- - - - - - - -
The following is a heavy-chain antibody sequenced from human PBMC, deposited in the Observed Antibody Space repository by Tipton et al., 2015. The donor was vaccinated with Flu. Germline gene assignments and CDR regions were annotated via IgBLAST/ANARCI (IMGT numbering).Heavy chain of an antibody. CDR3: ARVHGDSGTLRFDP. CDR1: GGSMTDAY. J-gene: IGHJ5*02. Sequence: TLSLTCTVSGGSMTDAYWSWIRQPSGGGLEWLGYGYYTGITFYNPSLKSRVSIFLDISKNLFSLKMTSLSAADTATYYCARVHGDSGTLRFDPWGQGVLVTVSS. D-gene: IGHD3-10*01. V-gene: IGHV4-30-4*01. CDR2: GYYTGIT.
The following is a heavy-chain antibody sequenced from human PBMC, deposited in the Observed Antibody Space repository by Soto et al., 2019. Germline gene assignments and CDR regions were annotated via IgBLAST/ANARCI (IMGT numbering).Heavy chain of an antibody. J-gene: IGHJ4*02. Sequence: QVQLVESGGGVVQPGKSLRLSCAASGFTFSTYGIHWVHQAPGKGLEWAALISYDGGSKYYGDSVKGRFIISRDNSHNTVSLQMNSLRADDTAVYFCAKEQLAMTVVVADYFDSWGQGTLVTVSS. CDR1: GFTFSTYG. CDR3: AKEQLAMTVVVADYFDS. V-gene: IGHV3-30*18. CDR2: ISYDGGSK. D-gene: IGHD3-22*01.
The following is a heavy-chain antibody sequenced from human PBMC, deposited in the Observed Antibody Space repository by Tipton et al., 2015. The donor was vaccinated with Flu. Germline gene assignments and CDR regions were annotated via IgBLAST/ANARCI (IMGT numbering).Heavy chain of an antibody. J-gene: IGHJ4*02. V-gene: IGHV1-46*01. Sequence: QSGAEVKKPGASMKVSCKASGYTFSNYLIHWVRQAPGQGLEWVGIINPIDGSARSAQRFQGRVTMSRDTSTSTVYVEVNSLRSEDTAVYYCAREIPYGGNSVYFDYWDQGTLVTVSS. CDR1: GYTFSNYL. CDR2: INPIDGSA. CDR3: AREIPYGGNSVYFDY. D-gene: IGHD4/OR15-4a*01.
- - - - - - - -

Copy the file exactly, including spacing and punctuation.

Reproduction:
The following is a heavy-chain antibody sequenced from human PBMC, deposited in the Observed Antibody Space repository by Tipton et al., 2015. The donor was vaccinated with Flu. Germline gene assignments and CDR regions were annotated via IgBLAST/ANARCI (IMGT numbering).Heavy chain of an antibody. CDR3: ARVHGDSGTLRFDP. CDR1: GGSMTDAY. J-gene: IGHJ5*02. Sequence: TLSLTCTVSGGSMTDAYWSWIRQPSGGGLEWLGYGYYTGITFYNPSLKSRVSIFLDISKNLFSLKMTSLSAADTATYYCARVHGDSGTLRFDPWGQGVLVTVSS. D-gene: IGHD3-10*01. V-gene: IGHV4-30-4*01. CDR2: GYYTGIT.
The following is a heavy-chain antibody sequenced from human PBMC, deposited in the Observed Antibody Space repository by Soto et al., 2019. Germline gene assignments and CDR regions were annotated via IgBLAST/ANARCI (IMGT numbering).Heavy chain of an antibody. J-gene: IGHJ4*02. Sequence: QVQLVESGGGVVQPGKSLRLSCAASGFTFSTYGIHWVHQAPGKGLEWAALISYDGGSKYYGDSVKGRFIISRDNSHNTVSLQMNSLRADDTAVYFCAKEQLAMTVVVADYFDSWGQGTLVTVSS. CDR1: GFTFSTYG. CDR3: AKEQLAMTVVVADYFDS. V-gene: IGHV3-30*18. CDR2: ISYDGGSK. D-gene: IGHD3-22*01.
The following is a heavy-chain antibody sequenced from human PBMC, deposited in the Observed Antibody Space repository by Tipton et al., 2015. The donor was vaccinated with Flu. Germline gene assignments and CDR regions were annotated via IgBLAST/ANARCI (IMGT numbering).Heavy chain of an antibody. J-gene: IGHJ4*02. V-gene: IGHV1-46*01. Sequence: QSGAEVKKPGASMKVSCKASGYTFSNYLIHWVRQAPGQGLEWVGIINPIDGSARSAQRFQGRVTMSRDTSTSTVYVEVNSLRSEDTAVYYCAREIPYGGNSVYFDYWDQGTLVTVSS. CDR1: GYTFSNYL. CDR2: INPIDGSA. CDR3: AREIPYGGNSVYFDY. D-gene: IGHD4/OR15-4a*01.